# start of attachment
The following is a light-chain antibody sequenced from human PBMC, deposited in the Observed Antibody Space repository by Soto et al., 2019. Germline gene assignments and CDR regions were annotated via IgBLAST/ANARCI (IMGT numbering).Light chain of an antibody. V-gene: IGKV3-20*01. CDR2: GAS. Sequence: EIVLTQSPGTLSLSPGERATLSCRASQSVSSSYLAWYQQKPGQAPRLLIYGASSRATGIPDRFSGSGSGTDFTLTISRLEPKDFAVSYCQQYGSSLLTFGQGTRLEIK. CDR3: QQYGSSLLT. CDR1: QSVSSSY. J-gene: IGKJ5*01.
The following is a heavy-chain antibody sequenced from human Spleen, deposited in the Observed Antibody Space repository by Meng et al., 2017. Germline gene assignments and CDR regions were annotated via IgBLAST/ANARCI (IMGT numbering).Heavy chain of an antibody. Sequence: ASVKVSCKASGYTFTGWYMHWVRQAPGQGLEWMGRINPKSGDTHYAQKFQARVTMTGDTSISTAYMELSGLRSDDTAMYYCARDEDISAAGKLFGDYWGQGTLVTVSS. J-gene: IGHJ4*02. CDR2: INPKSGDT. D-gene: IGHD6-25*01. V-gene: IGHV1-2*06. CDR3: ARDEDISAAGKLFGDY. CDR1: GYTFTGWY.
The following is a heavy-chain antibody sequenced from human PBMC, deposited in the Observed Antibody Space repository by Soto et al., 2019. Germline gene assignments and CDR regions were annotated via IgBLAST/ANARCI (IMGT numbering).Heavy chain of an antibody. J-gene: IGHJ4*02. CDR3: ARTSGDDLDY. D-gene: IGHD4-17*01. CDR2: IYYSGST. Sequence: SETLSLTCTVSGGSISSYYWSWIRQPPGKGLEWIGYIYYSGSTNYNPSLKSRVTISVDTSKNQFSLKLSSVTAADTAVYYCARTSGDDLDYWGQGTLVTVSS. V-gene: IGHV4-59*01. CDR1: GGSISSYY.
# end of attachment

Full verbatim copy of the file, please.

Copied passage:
The following is a light-chain antibody sequenced from human PBMC, deposited in the Observed Antibody Space repository by Soto et al., 2019. Germline gene assignments and CDR regions were annotated via IgBLAST/ANARCI (IMGT numbering).Light chain of an antibody. V-gene: IGKV3-20*01. CDR2: GAS. Sequence: EIVLTQSPGTLSLSPGERATLSCRASQSVSSSYLAWYQQKPGQAPRLLIYGASSRATGIPDRFSGSGSGTDFTLTISRLEPKDFAVSYCQQYGSSLLTFGQGTRLEIK. CDR3: QQYGSSLLT. CDR1: QSVSSSY. J-gene: IGKJ5*01.
The following is a heavy-chain antibody sequenced from human Spleen, deposited in the Observed Antibody Space repository by Meng et al., 2017. Germline gene assignments and CDR regions were annotated via IgBLAST/ANARCI (IMGT numbering).Heavy chain of an antibody. Sequence: ASVKVSCKASGYTFTGWYMHWVRQAPGQGLEWMGRINPKSGDTHYAQKFQARVTMTGDTSISTAYMELSGLRSDDTAMYYCARDEDISAAGKLFGDYWGQGTLVTVSS. J-gene: IGHJ4*02. CDR2: INPKSGDT. D-gene: IGHD6-25*01. V-gene: IGHV1-2*06. CDR3: ARDEDISAAGKLFGDY. CDR1: GYTFTGWY.
The following is a heavy-chain antibody sequenced from human PBMC, deposited in the Observed Antibody Space repository by Soto et al., 2019. Germline gene assignments and CDR regions were annotated via IgBLAST/ANARCI (IMGT numbering).Heavy chain of an antibody. J-gene: IGHJ4*02. CDR3: ARTSGDDLDY. D-gene: IGHD4-17*01. CDR2: IYYSGST. Sequence: SETLSLTCTVSGGSISSYYWSWIRQPPGKGLEWIGYIYYSGSTNYNPSLKSRVTISVDTSKNQFSLKLSSVTAADTAVYYCARTSGDDLDYWGQGTLVTVSS. V-gene: IGHV4-59*01. CDR1: GGSISSYY.